Beth Piatote Writes Native Stories for Native Readers

February 18, 2020  • Aspen Words

On April 16, Aspen Words will confer the third annual Aspen Words Literary Prize, a $35,000 award recognizing a work of fiction that addresses a vital social issue. Sixteen nominees are still in the running, and the diverse list includes 12 novels and four short story collections covering a variety of critical issues and published by an array of presses. While the jury works on narrowing down this list to five finalists (to be announced February 19) and a winner, Aspen Words chatted with the nominees about their work, how they view their role as a writer in the cultural and political moment, and the best piece of writing advice they’ve received. You can find the series of conversations here

Beth Piatote’s The Beadworkers is an inventive, mixed-genre debut collection that draws on Indigenous aesthetics and forms to offer a powerful vision of Native American life in contemporary America. Piatote’s stories span the past century, and some take place against the backdrop of the Fish Wars of the 1960s and 1890’s Wounded Knee. Inevitably, her work contends with the environment, violence, and justice.

How do you view your role as a writer in this cultural and political moment, and why is the time right for your book?

My role as a writer is to tell the stories that are true to me and true to the people I know. My stories center the voices and experiences of Native people living with and through centuries of violence and loss, yet finding even the smallest way to connect to life, to land, and to each other. This message is critical in the cultural and political moment that we’re in, which is characterized by political instability, xenophobia, racial strife, economic injustice, and environmental anxiety. Native people have survived more wars in this land than anyone else, and the stories of this survival, of this strength, can offer insight, hope, and vision at a time when these perspectives are most urgently needed.

Stories are companions and teachers and medicine. As I was writing this book, I often felt that my role was to help readers, particularly Native American readers, to feel less lonely. I wanted to create characters and situations that would be familiar, so I always had Native readers foremost in my mind. Yet it is not only Native readers who are looking for stories about Native America. In the wake of the protests at Standing Rock, it seems that there are many Americans eager to learn more about Native history, perspectives, and experiences. At the moment, there are three high-profile Native writers — US Poet Laureate Joy Harjo, and award-winning authors Louise Erdrich and Tommy Orange — which is a somewhat unprecedented level of Native American visibility in popular culture. So this is a good time for The Beadworkers, and for more books by Native authors that highlight Native American stories.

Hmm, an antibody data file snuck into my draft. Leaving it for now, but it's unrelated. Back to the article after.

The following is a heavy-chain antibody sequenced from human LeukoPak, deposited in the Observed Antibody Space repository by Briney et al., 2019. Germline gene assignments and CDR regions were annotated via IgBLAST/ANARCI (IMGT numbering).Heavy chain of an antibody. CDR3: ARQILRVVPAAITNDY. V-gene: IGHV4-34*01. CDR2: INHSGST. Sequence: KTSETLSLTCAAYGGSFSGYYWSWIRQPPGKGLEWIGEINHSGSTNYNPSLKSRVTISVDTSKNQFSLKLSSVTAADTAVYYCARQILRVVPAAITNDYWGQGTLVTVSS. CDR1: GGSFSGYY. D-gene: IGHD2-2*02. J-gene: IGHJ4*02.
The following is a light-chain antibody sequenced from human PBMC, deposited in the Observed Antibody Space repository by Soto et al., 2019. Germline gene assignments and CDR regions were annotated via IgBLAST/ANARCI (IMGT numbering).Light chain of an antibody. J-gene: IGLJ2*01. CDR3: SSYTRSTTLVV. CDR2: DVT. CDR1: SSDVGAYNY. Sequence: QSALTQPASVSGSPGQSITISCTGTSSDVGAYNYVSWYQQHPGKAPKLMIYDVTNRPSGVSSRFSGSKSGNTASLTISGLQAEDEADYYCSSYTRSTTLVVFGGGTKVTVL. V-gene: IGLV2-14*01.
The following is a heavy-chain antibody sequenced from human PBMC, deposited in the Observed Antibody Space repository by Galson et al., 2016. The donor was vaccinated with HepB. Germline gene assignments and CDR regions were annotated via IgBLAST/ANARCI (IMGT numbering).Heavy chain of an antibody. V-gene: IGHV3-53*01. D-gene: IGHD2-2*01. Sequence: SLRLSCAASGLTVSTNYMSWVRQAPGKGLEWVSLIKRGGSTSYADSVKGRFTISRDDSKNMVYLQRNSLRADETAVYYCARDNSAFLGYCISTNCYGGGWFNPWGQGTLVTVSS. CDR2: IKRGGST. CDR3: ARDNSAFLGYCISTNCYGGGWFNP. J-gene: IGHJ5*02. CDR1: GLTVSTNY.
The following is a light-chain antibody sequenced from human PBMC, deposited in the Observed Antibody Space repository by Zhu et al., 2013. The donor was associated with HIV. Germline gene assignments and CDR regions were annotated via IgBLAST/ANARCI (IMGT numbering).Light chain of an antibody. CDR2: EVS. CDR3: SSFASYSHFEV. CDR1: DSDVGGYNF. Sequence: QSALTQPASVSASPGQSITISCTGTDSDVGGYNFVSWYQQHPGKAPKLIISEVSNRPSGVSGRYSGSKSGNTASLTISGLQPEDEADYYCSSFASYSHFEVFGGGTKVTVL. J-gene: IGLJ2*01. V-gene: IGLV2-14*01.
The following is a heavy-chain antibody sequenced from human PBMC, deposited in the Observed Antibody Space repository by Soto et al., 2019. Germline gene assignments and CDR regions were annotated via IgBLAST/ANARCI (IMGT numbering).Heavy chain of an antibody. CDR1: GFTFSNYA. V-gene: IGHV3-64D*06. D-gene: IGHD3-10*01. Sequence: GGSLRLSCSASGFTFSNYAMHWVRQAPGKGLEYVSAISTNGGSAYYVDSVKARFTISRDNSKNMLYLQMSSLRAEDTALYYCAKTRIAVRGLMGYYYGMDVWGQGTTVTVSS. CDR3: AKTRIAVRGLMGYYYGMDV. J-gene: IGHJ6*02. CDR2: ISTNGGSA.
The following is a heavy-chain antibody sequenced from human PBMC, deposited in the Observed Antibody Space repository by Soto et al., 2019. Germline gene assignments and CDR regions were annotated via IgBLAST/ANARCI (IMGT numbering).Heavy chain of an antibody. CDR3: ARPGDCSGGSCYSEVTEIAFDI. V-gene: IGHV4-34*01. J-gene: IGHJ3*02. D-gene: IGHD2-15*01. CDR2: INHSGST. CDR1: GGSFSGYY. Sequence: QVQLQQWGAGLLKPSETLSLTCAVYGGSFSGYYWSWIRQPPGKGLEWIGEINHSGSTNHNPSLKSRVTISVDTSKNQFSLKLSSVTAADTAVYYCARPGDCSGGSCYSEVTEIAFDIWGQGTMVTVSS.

As I was writing, I not only thought about the construction of each piece, but how the work as a whole would evoke a particular storytelling environment. The beadwork table was my model for this aspect. My auntie was a master beadworker, and I spent many hours at her table doing beadwork, telling stories, and laughing. As I was writing, I would imagine myself at a table with my aunties and friends, on the Rez or in an urban community center, working on beadwork and telling stories, breaking down politics, and laughing. I tried to create that kind of familiar, communal place in my book, where grief is made bearable and critique is sharpened through satire and invention. Given the kinds of anxieties and suffering that people are experiencing in the current moment, I think a lot of people are looking for a place like that right now.

What other author deserves this award and why?

All of the other authors deserve it.